When the Broncos hired McDaniels and turned over all the power to him, they had to understand there would likely be tough times. But did they?
As an outsider looking in, when the Broncos hired McDaniels, I thought they were willing to change the direction of their organization. Having spent a brief time volunteering my services as a consultant to Mike Shanahan, I saw firsthand Denver's ridiculous spending on players, the failure to have a personnel department, and the constant approach to repair as opposed to rebuild. Therefore, when the Broncos fired Shanahan following the 2008 season and decided to change the course, eliminating the free-spending of the past, the move signaled to me that they wanted to try the Patriot Way, which centers on building a total team through the draft, cut spending in free agency and develop coaches and players from within.
Initially, it made sense to me, as most owners tend to hire the opposite of what they just fired. Firing McDaniels 28 games into his tenure as the head coach is bad for both parties. It wasn't enough time for the team to be fully developed, or enough time for McDaniels to grow into the job.
And therein lies the problem -- the Broncos wanted to change, but were not committed to change. Once they slipped into a different world, they longed to be back to their old ways of doing things. They really love the Bronco Way.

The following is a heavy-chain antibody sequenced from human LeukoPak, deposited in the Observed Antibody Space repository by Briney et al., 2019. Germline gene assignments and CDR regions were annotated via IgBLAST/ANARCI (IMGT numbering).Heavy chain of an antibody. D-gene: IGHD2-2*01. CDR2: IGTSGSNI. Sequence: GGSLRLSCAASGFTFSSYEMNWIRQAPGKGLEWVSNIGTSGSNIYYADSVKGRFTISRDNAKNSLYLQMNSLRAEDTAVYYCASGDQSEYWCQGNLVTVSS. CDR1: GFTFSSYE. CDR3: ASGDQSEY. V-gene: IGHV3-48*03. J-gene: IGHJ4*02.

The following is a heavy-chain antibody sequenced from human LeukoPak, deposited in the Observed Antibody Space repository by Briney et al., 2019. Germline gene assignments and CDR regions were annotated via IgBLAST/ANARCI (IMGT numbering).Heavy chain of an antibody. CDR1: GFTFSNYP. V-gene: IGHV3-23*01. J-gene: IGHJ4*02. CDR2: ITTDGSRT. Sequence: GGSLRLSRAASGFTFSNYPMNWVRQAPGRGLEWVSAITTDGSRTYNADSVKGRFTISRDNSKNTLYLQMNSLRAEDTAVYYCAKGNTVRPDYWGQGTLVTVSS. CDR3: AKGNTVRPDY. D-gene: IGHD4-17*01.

Never mind they have only won one playoff game in the last 12 years. Never mind they lack talent on the field, or are going to be paying three head coaches as a result of McDaniels' firing. Never mind they might have to take two steps back to move forward. Clearly, this move means the Broncos long for their old days, and potentially bringing John Elway back into the organization signals how much they miss those days.
Why does it seem that most of Belichick's assistants never attain a high level of success when becoming a head coach? It might appear that way on the surface, however the coaches involved with Belichick in Cleveland have done well -- from Pat Hill at Fresno State to Kirk Ferentz at Iowa to Nick Saban at Alabama.
And the ones who have only been in New England -- Charlie Weis, Romeo Crennel and now McDaniels -- have missed the element of what went into developing the program in Cleveland, therefore they missed a huge step in the evolution. The failure rate among NFL coaches, regardless of their background is high. However when coaches leave an established program like the one in New England, not every owner is willing to embrace the time it takes to lay the foundation. Also, not all the new coaches carry Belichick's uncanny ability to evaluate talent, and also what his team needs to be successful.
Belichick's success lies in his ability to coach, but also in his ability to be the general manager. He can wear two hats, and not every coach that leaves the Patriots can do the same.
While that might be true, I believe McDaniels will one day be a successful head coach. I believe this because I know what it takes to be successful in the league. I've never worked with Josh, nor have I spent much time around him. But I have observed him each week, from his game plans to his teams' performance on the field. His teams might not have been the most talented, but they were well-coached, well-designed and well-prepared.
McDaniels will learn from his tenure in Denver, just as Belichick learned from his time in Cleveland, and some other owner willing to change will benefit greatly.